DEAR MISS MANNERS: We request your advice on whether it is acceptable to issue (or to accept) wedding invitations after the first batch has gone out.
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We received an invitation to a local wedding, and it is clear from the timing and information on the couple’s website that most invitations were sent much earlier. We would like to attend, but my wife is concerned that there is something unseemly about not being included in the initial invite list.
I think it makes sense that we are backup guests. The bride and our daughter were best friends in elementary school, and our families became close and vacationed together. The girls drifted apart in middle school, and so did the adult friendship. But we have fond memories of the bride and her family.
GENTLE READER: It is unfortunate that social postings have made so much known that shouldn’t be.
For hosts to have a B list is not wrong; predicting how many invitations will be accepted is next to impossible, and including others when there is room is sensible. But making it known who is on the B list is wrong.
As guests should respond immediately (this is Miss Manners living in a dream world), the batches of invitations should be mailed no more than a week apart.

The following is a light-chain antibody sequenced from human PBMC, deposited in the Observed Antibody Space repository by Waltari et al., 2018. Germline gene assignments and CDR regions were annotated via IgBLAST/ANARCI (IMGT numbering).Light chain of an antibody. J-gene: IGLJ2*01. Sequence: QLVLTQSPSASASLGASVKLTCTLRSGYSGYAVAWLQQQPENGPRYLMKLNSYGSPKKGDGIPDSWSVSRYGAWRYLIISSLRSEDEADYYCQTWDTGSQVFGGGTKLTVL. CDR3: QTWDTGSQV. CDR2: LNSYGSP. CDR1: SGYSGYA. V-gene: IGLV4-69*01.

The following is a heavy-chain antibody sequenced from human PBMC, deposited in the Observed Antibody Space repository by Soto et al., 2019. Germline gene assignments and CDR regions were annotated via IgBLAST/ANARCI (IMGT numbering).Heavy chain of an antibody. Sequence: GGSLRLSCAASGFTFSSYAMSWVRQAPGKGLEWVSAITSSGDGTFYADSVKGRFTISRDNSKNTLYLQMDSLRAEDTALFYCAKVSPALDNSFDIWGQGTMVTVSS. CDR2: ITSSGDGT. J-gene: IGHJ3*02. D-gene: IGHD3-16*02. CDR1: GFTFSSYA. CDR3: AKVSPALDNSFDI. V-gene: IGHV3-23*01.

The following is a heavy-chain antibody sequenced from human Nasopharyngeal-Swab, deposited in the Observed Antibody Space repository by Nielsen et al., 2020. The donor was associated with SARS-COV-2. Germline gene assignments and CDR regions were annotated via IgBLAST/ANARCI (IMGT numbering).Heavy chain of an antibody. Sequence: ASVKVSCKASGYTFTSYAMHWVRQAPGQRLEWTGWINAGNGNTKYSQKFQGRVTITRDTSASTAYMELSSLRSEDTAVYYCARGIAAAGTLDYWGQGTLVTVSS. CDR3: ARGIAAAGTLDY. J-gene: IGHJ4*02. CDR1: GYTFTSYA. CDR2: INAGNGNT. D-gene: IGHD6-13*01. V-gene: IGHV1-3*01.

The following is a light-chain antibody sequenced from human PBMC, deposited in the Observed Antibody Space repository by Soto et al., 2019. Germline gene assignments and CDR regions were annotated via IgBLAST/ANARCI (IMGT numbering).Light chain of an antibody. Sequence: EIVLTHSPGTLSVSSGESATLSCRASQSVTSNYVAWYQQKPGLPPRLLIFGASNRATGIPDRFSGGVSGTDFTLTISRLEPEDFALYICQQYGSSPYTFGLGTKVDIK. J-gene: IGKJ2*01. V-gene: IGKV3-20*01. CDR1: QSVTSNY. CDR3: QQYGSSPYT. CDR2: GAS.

Nevertheless, it is not an insult to discover that distant friends would like to have you, but give priority to closer ones. Whether or not you attend should depend on your feelings about them — whether you still like them and their daughter enough to be part of their family occasion.
DEAR MISS MANNERS: Why has it become socially acceptable for online funding campaigns to be made for everyone and everything? Social media is flooded with them, each one asking for thousands of dollars, and it feels excessive.
Am I missing something, that this has become acceptable? Or is it the guilt of people who feel the need to make a page for a struggling loved one that has caused the increase?
I especially cannot understand when a campaign surpasses its goal and people keep donating, rather than shifting the money to another cause — or the organizer shutting it down.
I understand the financial burden a tragic event can cause, but where is the line drawn?
GENTLE READER: Socially acceptable? Says who?
Well, greedy people who are perfectly solvent but want more, and expect to get it from acquaintances, friends and strangers alike — that’s who. Oddly enough, they are not the arbiters of proper behavior.
Miss Manners, who is, recognizes that begging may be the last resort of people in desperate circumstances, or that generous people may organize relief for the victims of tragedy.
But then there are the “everyone and everything” demands: those who have dreams that they cannot afford — a trip, a lavish wedding — and want others to finance. Or, as you point out, those who continue to solicit money for a problem that has been solved.
No, those efforts are not socially acceptable.
They are, however, socially ignorable. Your charitable donations should be made to the causes you deem most worthy of help, and you should resist intimidation from those who merely deem themselves worthy.
Please send your questions to Miss Manners at her website, www.missmanners.com; to her email, email@example.com; or through postal mail to Miss Manners, Andrews McMeel Syndication, 1130 Walnut St., Kansas City, MO 64106.
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